• Teach students about the challenges in the developing world and the role that appropriate technology and sustainable engineering plays in this setting.
  • 2. Work closely with local communities to responsibly provide useful technical solutions to individuals and communities in the developing world.
organization
Organization
  • SEAS Community Technology and Outreach Initiatives “office”
    • Local initiatives
    • Global initiatives
  • Departmental and faculty involvement
    • Teaching
    • Leading field projects
  • Student organizations
    • Integral to the learning and projects model
    • Student leadership experiences
  • Oversight and administration
    • SEAS Office of Academic Programs/Associate Dean
    • Faculty Advisory Committee
    • Director
    • Staff
projects
Projects
  • Clean water delivery & sanitation systems

Honduras 2006-present

Cameroon 2007-present

India 2009-present

Guatemala 2009-present

problem solving learning
Problem Solving/Learning

EAS 296 - Sustainable Development in Cameroon

  • EAS 297 - Sustainable Development: Technology for Water & Sanitation
slide13
Classroom Preparation - Engineering

Engineering for Rural Water and Sanitation

Water demand and supply; Public health

Spring Development and Protection

Engineering for Sustainable Development

Appropriate Technology in International Development

Practical Field Engineering

slide14
Classroom Preparation - Cameroon Orientation

Presentation by Travel Medicine

Review of Cameroon history and culture with focus on Kob-Tudig region

Meta language

Team work in cross-cultural setting

academic deliverables
Academic Deliverables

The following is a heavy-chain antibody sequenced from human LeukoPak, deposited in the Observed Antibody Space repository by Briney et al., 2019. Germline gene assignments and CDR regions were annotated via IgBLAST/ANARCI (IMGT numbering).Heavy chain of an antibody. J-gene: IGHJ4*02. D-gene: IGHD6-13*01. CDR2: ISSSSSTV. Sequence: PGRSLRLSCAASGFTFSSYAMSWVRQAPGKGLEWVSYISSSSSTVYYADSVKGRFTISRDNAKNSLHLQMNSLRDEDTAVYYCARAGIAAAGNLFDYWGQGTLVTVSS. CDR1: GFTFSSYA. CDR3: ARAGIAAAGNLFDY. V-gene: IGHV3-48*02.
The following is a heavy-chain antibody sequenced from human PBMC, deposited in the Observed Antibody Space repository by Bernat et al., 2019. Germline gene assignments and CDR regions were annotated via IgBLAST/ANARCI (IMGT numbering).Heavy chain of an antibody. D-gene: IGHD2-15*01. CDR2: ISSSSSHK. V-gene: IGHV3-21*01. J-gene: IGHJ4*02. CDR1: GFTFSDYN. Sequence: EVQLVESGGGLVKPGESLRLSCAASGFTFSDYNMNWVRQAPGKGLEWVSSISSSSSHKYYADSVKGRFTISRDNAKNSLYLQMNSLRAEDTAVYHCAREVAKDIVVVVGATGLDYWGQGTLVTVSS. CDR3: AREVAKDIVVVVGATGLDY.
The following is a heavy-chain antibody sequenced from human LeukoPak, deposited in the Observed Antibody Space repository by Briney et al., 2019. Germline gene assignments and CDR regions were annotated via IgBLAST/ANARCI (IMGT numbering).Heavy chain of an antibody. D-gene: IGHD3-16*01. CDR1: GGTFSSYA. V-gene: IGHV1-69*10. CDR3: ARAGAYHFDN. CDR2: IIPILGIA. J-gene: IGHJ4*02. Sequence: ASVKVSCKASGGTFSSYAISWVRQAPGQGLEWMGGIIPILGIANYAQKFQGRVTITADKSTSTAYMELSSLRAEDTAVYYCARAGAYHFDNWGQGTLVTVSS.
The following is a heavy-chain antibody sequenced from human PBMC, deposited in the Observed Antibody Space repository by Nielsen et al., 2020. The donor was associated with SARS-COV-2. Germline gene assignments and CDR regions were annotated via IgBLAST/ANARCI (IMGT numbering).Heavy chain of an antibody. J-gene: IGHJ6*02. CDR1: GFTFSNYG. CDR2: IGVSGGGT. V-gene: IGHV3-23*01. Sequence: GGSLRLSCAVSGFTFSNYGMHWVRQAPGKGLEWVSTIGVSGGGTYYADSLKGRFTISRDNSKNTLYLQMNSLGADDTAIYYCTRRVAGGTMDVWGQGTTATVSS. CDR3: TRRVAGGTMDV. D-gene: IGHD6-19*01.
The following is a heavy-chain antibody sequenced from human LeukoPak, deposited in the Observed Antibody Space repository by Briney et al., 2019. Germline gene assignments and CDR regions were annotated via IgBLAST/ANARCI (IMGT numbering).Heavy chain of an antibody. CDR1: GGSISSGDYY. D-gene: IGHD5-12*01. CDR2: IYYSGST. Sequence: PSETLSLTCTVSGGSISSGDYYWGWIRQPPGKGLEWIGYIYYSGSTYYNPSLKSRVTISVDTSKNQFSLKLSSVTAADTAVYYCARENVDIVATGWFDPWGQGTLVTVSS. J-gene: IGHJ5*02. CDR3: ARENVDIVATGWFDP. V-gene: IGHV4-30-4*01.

• Homeworks
  • System Design
  • On-the-ground experience
  • Daily journal
  • Capstone Project
community impact
Community Impact

Infrastructure Education Health and Livelihood

- Dramatic increase in clean water availability

- Perceivably decreased soil

erosion and increased quality of environment

- Improved communication capabilities and access to information

- Increased access to information and educational resources

- Inspired greater desire to complete education and to advance to senior secondary schooling and beyond

- Reduced incidence of

waterborne diseases in the community

- Reduced time used for water hauling, increasing time available for productive tasks

- Increased individuals’

ambulatory ability leading to happier and more productive living

key factors to success
Key factors to success
  • Strong NGO
  • Guidance and clear leadership of project mentors
  • Committed community. But how to gauge that from the beginning?
  • Long-term commitment to community, NGO
  • Ability, willingness to revise project tracking methodology on-the-fly
conclusions
Conclusions
  • Community and students have an exciting, sometimes life-changing exchange – many say time too short
  • Sustainable projects are possible but there is a risk of failure if NGO is not able to cover for the time student/mentor team is not present
  • Academic institution needs to have a long-term program both for students and communities
ad